Meanwhile, we are in the middle of a turning point in energy history, where more and more conventional and unconventional reservoirs of natural gas are being discovered and exploited. In addition to all this, coal—of which America has about a 200-year supply—can be used to produce natural gas as well. Under present air quality regulations, it is cheaper to burn coal directly, but if in the future air quality standards get tighter, it might prove cost-effective to use coal to produce natural gas.

What’s more, natural gas can easily power cars and buses reasonably cheaply and has no air pollution as a byproduct—just water vapor and carbon dioxide. In fact, natural gas already powers much of our bus fleet nationwide. Cars can be converted to run on compressed natural gas (CNG)—or to run on either gasoline or CNG—for about one-fourth the subsidy for EVs. instead of subsidizing what we think we want, we ought to simply tax what we don't and let the market do the choosing among the alternatives.

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Posted by Orrin Judd at 1:41 PM


The Elephant in the Green Room: The circus Roger Ailes created at Fox News made his network $900 million last year. But it may have lost him something more important: the next election. (Gabriel Sherman, May 22, 2011, New York)

Ailes is the most successful executive in television by a wide margin, and he has been so for more than a decade. He is also, in a sense, the head of the Republican Party, having employed five prospective presidential candidates and done perhaps more than anyone to alter the balance of power in the national media in favor of the Republicans. “Because of his political work”—Ailes was a media strategist for Nixon, Reagan, and George H. W. Bush—“he understood there was an audience,” Ed Rollins, the veteran GOP consultant, told me. “He knew there were a couple million conservatives who were a potential audience, and he built Fox to reach them.”

For most of his tenure, the roles of network chief and GOP kingmaker have been in perfect synergy. Ailes’s network has dominated the cable news race for most of the past decade, and for much of that time, Fox News attracted more viewers than CNN and MSNBC combined. Throughout the George W. Bush years, the network’s patriotic cheerleading helped to marginalize the Democrats. And President Obama—he of the terrorist fist bump and uncertain ancestry and socialist leanings—turned out to be just as good for ratings, while galvanizing a conservative army that crushed the Democrats in the 2010 midterms. This double-barreled success is a testament to Ailes’s ferocious competitive streak. “Roger just likes to win,” former McCain adviser and longtime Ailes friend Charlie Black told me. “He’s very competitive in any game he’s in.”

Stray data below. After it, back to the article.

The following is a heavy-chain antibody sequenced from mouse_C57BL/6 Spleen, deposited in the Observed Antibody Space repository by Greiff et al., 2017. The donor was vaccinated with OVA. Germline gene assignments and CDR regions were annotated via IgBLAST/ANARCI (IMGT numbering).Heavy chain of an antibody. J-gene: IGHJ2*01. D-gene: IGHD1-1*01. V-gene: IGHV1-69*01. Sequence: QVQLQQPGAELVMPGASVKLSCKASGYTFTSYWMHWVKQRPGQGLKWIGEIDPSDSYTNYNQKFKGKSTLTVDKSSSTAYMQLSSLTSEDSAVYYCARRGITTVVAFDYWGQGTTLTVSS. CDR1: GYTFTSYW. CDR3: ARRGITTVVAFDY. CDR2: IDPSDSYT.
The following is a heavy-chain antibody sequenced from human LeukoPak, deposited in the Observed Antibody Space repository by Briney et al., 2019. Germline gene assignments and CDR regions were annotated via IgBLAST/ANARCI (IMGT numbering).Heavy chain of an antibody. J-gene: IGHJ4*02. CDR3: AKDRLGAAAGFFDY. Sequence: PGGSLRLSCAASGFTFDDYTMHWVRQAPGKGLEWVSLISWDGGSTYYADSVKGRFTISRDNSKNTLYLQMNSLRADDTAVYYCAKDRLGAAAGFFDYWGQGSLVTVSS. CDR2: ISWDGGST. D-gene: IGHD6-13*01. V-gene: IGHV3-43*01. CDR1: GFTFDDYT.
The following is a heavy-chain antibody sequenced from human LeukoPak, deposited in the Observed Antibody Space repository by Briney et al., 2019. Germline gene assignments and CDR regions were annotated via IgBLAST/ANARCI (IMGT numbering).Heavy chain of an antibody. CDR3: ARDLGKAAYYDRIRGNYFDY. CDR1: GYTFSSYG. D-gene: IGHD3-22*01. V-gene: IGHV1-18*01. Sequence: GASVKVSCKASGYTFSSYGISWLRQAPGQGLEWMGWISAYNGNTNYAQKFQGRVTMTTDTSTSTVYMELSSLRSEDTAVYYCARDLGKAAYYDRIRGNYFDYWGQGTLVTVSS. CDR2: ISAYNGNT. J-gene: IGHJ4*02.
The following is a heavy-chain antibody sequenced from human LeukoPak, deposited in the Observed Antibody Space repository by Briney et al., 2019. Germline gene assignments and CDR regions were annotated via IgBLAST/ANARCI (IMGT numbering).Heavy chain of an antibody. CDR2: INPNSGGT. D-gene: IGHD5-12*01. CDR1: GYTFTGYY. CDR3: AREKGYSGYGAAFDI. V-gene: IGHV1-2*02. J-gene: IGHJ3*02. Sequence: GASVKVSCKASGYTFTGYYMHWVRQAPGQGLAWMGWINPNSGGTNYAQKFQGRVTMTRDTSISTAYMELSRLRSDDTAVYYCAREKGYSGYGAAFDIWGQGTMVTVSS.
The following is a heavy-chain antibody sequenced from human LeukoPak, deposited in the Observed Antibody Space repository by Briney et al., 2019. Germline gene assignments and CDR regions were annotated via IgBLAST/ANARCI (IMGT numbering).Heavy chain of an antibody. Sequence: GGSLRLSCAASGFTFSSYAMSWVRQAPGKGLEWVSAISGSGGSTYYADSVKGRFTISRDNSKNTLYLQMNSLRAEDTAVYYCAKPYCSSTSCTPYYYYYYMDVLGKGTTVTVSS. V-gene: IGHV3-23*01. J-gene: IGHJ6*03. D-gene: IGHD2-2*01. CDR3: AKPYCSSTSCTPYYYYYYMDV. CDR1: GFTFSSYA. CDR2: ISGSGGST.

So it must have been disturbing to Ailes when the wheels started to come off Fox’s presidential-circus caravan. (Coincidentally or not, this happened more or less when Donald Trump jumped on: “They like me on the network,” Trump told me. “I get ratings.”) The problem wasn’t that ratings had been slipping that much—Beck’s show declined by 30 percent from record highs, but the ratings were still nearly double those from before he joined the network. It was that, with an actual presidential election on the horizon, the Fox candidates’ poll numbers remain dismally low (Sarah Palin is polling 12 percent; Newt Gingrich and Rick Santorum, 10 percent and 2 percent, respectively). Ailes’s ­candidates-in-­waiting were coming up small. And, for all his programming genius, he was more interested in a real narrative than a television narrative—he wanted to elect a president. All he had to do was watch Fox’s May 5 debate in South Carolina to see what a mess the field was—a mess partly created by the loudmouths he’d given airtime to and a tea party he’d nurtured. And, not incidentally, a strong Republican candidate would be good for his business, too. A few months ago, Ailes called Chris Christie and encouraged him to jump into the race. Last summer, he’d invited Christie to dinner at his upstate compound along with Rush Limbaugh, and like much of the GOP Establishment, he fell hard for Christie, who nevertheless politely turned down Ailes’s calls to run. Ailes had also hoped that David Petraeus would run for president, but Petraeus too has decided to sit this election out, choosing to stay on the counterterrorism front lines as the head of Barack Obama’s CIA. The truth is, for all the antics that often appear on his network, there is a seriousness that underlies Ailes’s own politics. He still speaks almost daily with George H. W. Bush, one of the GOP’s last great moderates, and a war hero, which especially impresses Ailes.

All the 2012 candidates know that Ailes is a crucial constituency. “You can’t run for the Republican nomination without talking to Roger,” one GOPer told me. “Every single candidate has consulted with Roger.” But he hasn’t found any of them, including the adults in the room—Jon Huntsman, Mitch Daniels, Mitt Romney—compelling. “He finds flaws in every one,” says a person familiar with his thinking.

“He thinks things are going in a bad direction,” another Republican close to Ailes told me. “Roger is worried about the future of the country. He thinks the election of Obama is a disaster. He thinks Palin is an idiot. He thinks she’s stupid. He helped boost her up. People like Sarah Palin haven’t elevated the conservative movement.”

In the aftermath of the Tucson rampage, the national mood seemed to pivot. Ailes recognized that a Fox brand defined by Palin could be politically vulnerable. Two days after the shooting, he gave an interview to Russell Simmons and told him both sides needed to lower the temperature. “I told all of our guys, ‘Shut up, tone it down, make your argument intellectually.’ "